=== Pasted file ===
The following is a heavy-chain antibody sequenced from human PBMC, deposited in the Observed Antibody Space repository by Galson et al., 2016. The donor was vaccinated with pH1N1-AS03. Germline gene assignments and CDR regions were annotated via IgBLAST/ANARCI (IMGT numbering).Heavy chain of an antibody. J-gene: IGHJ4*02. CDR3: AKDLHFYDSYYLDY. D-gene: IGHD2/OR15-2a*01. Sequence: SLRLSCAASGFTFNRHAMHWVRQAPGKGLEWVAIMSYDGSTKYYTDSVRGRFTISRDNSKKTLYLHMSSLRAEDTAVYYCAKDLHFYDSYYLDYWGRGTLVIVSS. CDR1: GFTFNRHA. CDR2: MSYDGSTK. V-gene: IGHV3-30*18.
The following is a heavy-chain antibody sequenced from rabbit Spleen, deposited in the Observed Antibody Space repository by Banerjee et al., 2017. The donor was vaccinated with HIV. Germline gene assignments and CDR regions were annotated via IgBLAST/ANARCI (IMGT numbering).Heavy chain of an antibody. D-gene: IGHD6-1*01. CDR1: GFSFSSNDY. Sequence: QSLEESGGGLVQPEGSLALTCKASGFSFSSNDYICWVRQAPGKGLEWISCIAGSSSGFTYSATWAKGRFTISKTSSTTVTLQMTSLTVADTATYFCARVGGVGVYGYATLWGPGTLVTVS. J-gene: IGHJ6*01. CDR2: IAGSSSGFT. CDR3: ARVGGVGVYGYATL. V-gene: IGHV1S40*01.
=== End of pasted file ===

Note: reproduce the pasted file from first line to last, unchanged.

The following is a heavy-chain antibody sequenced from human PBMC, deposited in the Observed Antibody Space repository by Galson et al., 2016. The donor was vaccinated with pH1N1-AS03. Germline gene assignments and CDR regions were annotated via IgBLAST/ANARCI (IMGT numbering).Heavy chain of an antibody. J-gene: IGHJ4*02. CDR3: AKDLHFYDSYYLDY. D-gene: IGHD2/OR15-2a*01. Sequence: SLRLSCAASGFTFNRHAMHWVRQAPGKGLEWVAIMSYDGSTKYYTDSVRGRFTISRDNSKKTLYLHMSSLRAEDTAVYYCAKDLHFYDSYYLDYWGRGTLVIVSS. CDR1: GFTFNRHA. CDR2: MSYDGSTK. V-gene: IGHV3-30*18.
The following is a heavy-chain antibody sequenced from rabbit Spleen, deposited in the Observed Antibody Space repository by Banerjee et al., 2017. The donor was vaccinated with HIV. Germline gene assignments and CDR regions were annotated via IgBLAST/ANARCI (IMGT numbering).Heavy chain of an antibody. D-gene: IGHD6-1*01. CDR1: GFSFSSNDY. Sequence: QSLEESGGGLVQPEGSLALTCKASGFSFSSNDYICWVRQAPGKGLEWISCIAGSSSGFTYSATWAKGRFTISKTSSTTVTLQMTSLTVADTATYFCARVGGVGVYGYATLWGPGTLVTVS. J-gene: IGHJ6*01. CDR2: IAGSSSGFT. CDR3: ARVGGVGVYGYATL. V-gene: IGHV1S40*01.